Brora 35 Year Old
70cl / 48.1%
11th Release Bot.2012
- Highland Single Malt Scotch Whisky
- Distillery Bottling
Brora 35 Year Old Reviews
Tasting Notes by Whisky Fun (Serge Valentin)
Nose: First questions tackled first, no it’s not too woody. In fact, it’s not woody at all at this point. Second, yes it’s rather an ‘early’ Brora and in truth, it sits right between the 1975 and the 1972 as far as profiles are concerned. That means that it’s pretty smokier than last year’s 32yo (which was quite smoky already) and very phenolic, although it’s obviously lighter and kind of ‘easier’ than the various 1972s Rare Malts. Are you following me? What Else? Notes of vin jaune again, soot, petrol, flints, then whiffs of fish (think tinned sardines), putty, plasticine, maybe a little fresh butter, wax… Tends to sauvignonise (hey?) a bit after a few minutes, which can’t be bad news as far as its zestiness and liveliness are concerned. Also a little herbs (fresh coriander, eucalyptus, mint) and wee notes of vegetables (turnips? Parsnips? Celeriac?) I could go on and on, better stop now. Drop water.
Mouth: Well, the oak’s a little more obvious now, especially after the superlative 1972, and the smoke’s also lighter while there are rather more crystallised fruits and other rounder notes, the whole being rather more 1975+ than ‘1972’. Well, that was true for a good 30 seconds but the Broraness never stops growing after that, the whole becoming more and more complex. I get bitter oranges, touches of aniseed, camphor, ashes, hints of tropical fruits (mainly passion fruits and mangos, also lemon), kippers… all that on a thick layer of ashes and tars that make it so, well, Brora. What’s sure is that it’s not tired at all despite the 35 years and the –relatively – lower strength. In my experience, that wouldn’t happen at all the other peaters’.
Finish: Long, sappy, smoky, drier now. Tannic touches.
Comments: Brilliant again, although it may not totally reach the astounding level of the best ‘pure’ 1972s. But more about the 1972s in the coming months… (shhh!)
Tasting Notes by Tim F
Nose: Bandages and tweed, mixed peel, hay, waxed grapefruit skin. A little musty after time in the glass. Not much in the way of smoke, this is definitely more Clynelish than Brora.
Palate: Rich and intense, waxy and sweet. Densely textured. Orangey liqueur notes and the hay from the nose. The tweedy oak gets a little loud from mid-palate.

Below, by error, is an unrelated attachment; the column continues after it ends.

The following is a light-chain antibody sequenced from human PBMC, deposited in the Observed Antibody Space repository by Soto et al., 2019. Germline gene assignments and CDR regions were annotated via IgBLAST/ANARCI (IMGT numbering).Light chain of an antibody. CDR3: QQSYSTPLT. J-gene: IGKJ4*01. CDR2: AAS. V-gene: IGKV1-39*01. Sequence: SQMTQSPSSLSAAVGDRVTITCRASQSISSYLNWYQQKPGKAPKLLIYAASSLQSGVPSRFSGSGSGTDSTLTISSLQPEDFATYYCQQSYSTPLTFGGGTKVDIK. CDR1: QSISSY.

Finish: Not especially long but pleasant, although again the oak is a little too dominant for me.
Comment: A very drinkable dram, and Clynelish-lovers will be happy, but of course at 35 years of age it’s starting to creak a bit. Very oaky style, yet still a lot to admire here, with lovely sweet citrus and a luxurious mouthfeel.
Tasting Notes by Billy A
Nose: Rather Clynelish-like to start (which is no bad thing in my book), with lots of wax and pineapple, as well as stacked straw, a touch of the farmyard, honeysuckle, a hint of parma violets and an almost baked bean richness behind everything.
Palate: Quite different to the nose, with sweet liquorice, fennel fronds, perfumed wood, sherbet, orange boiled sweets, mint and a touch of lemon Locket.
Finish: More liquorice, chalky Refreshers, spicy wood, damp logs and a touch of menthol.
Comment: Definitely up my street when it comes to Broras, with a sweeter rather than a smokier edge. I’ve also discovered that I really like liquorice notes in spirits…
Producer's NotesAppearance: Golden polished bronze. Rich beading.
Nose: Immediately sooty, as with coal dust in the air after a delivery, then delicate lemon and honey, followed by dried mixed fruit and herbal cough-drops (even ancient incense), all sweetening into smooth butterscotch. After a while the incense becomes more waxy (the Brora key-note) and pronounced, and there’s a savoury fusion of cereal, brine and tapenade on crusty sourdough bread. Water brings more soft and
embracing wax, with a fresher scent. Peach skins. Scorched wood, yet only light smoke.
Nose: Medium. Dense. Oily.
Palate: Drinks well neat; intense, waxy and tooth-coating with tropical fruit sweetness, then dried fruit skins and crunched grape seeds; aromatic and drying, with a spicy, gingery warmth. With water, smoother and sweeter; barley sugar and honey are balanced now by green apple or gooseberry tartness, offset by superb, silky, late tannins.
Finish: Long, warming and smoothly smoke-scented, with a subtle cedar and frankincense spiciness. Sweet, then finally drying. Beautifully balanced with water.